Hans Otte, who was born in 1926 and died in 2007, was musical
director of Radio Bremen between 1959 and 1984. He was a Hindemith
pupil and a fine pianist in his own right. The Book of Hours –
Stundenbuch – had a relatively long eight-year gestation and bears
the laconic, but detailed subtitle “forty-eight pieces for piano
for two hands, in two volumes”.
Almost all the movements
are refined and refractive and only one exceeds two and three
quarter minutes in length. Some indeed last no more than forty
seconds. Their concentration doesn’t imply terseness or superficiality.
But they do have the status of arrested time, a profoundly involving
sense of spiritual density despite their brevity.
Otte employs the idea of the medieval Book
of Hours – “of monastic life – of pilgrimage – of poverty and
death” – in a way that is explicitly studied, meditative and
spiritual. With the amazingly clear and warm recorded sound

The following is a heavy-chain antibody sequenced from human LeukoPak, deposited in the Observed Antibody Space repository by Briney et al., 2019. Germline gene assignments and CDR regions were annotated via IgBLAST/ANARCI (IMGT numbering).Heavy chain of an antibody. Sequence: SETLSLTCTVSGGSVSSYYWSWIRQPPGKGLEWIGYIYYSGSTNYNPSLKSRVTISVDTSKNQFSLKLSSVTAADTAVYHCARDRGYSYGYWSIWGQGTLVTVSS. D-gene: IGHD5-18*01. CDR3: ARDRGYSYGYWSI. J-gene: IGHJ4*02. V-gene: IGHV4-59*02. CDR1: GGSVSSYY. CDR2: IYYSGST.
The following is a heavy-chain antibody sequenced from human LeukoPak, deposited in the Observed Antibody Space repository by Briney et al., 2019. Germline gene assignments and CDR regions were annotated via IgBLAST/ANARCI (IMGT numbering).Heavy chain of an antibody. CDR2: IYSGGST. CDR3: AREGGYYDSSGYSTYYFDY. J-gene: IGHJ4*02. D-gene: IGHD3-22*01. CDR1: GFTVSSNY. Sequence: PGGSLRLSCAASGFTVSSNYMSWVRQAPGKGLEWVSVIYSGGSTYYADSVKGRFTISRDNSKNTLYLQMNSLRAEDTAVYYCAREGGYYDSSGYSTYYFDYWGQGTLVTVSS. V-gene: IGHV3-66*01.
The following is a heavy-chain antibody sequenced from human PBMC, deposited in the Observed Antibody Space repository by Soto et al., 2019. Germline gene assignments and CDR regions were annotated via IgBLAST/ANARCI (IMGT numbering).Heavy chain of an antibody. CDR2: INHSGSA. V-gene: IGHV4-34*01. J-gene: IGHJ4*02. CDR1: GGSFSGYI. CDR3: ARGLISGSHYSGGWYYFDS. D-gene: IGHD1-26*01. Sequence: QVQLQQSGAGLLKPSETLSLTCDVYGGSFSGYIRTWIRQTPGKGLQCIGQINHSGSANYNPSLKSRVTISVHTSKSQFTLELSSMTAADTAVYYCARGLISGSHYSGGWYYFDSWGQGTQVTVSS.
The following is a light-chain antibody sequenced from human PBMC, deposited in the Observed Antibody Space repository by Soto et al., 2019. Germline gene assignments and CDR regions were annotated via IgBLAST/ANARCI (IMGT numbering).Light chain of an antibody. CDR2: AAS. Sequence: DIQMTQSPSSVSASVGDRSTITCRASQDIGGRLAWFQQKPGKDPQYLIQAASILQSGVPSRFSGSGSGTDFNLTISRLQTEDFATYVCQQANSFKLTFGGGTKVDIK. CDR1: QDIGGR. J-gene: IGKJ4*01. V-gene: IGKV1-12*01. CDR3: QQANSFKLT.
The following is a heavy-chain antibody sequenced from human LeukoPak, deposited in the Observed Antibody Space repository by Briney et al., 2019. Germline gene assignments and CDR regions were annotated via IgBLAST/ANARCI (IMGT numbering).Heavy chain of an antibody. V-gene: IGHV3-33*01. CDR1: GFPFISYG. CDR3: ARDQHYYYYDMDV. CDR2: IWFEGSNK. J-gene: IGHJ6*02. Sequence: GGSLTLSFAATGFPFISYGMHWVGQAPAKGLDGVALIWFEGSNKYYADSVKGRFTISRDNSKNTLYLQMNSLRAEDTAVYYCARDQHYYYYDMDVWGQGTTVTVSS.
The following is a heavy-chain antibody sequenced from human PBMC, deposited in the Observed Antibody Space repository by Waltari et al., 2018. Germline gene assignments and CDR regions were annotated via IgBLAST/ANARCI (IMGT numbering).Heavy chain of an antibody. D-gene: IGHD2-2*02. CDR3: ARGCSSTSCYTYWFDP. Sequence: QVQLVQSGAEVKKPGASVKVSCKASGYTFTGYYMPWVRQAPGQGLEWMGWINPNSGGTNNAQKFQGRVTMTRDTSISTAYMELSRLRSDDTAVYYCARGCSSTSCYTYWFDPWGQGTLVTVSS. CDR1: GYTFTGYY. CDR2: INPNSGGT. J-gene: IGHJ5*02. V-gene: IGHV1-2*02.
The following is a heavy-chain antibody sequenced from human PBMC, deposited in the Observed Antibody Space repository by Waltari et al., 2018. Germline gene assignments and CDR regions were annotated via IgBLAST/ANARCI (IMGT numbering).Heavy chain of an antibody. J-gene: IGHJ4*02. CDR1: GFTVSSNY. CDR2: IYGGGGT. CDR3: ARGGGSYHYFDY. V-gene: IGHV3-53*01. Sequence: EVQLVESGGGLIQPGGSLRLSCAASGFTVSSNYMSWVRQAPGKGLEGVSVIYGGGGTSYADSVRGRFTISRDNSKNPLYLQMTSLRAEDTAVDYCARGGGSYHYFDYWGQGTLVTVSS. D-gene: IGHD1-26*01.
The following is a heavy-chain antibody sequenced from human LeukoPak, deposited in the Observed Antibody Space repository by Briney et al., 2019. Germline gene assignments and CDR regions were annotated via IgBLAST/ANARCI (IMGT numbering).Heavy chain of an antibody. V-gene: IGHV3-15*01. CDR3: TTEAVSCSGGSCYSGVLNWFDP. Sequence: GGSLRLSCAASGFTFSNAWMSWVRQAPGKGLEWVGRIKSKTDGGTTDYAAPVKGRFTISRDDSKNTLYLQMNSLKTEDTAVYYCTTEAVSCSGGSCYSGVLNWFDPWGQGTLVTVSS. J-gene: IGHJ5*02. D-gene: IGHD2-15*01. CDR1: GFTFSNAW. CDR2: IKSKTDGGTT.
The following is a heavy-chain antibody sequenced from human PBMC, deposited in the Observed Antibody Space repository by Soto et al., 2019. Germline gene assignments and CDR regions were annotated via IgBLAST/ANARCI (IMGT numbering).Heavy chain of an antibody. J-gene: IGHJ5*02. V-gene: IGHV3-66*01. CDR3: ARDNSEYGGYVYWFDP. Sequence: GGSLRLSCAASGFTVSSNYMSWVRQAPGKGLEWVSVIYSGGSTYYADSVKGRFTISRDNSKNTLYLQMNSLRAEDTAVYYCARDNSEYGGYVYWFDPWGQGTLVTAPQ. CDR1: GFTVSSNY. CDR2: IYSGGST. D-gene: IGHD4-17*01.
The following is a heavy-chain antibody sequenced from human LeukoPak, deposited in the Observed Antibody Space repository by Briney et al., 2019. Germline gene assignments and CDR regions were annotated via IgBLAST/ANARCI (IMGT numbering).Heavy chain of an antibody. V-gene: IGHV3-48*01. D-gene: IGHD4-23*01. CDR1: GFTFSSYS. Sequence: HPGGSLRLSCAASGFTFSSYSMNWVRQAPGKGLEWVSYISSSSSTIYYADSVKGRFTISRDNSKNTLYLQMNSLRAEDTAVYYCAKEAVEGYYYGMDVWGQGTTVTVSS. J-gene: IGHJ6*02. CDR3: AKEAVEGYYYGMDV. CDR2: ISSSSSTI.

and the excellent embracing acoustic, Roger Woodward’s Bösendorfer sings with luminous beauty.
With so much that
is refined and still, it’s hard to pick moments that are more
descriptive than others or that point to sources of inspiration
other than those already outlined. But there are pointers; Feldman
is perhaps an influence, Cage too. In the fourth piece of Book
I one can feel questing hints of Bartók. The circular, drifting
patterns of No.8 have a gravitational allure independent of
any putative influence. The stillness of No.11 carries its own
lucid charge. Elsewhere we can hear a sort of very stripped
down Debussy – an influence that Otte might have assimilated
anyway, but the fact that he studied with Gieseking is doubly
those brief eruptive moments that do exist, we feel a constant
skein of stillness and purity; the second piece from Book III
is an example of the more textually angular writing that provides
contrast in the Stundenbuch. In the main though the shifting
patterns, constant yet changeable as cumulus, affords the greatest
sensual and musical satisfaction. Whether glittering in the
treble infused writing of No.43 or controlling the stasis of
No.39 Woodward proves himself, as one has come to expect, a
subtle explorer of touch and refined poetry.
booklet might appear typographically austere but the composer’s
printed aphorisms better reveal the concentrated richness evoked
in his music.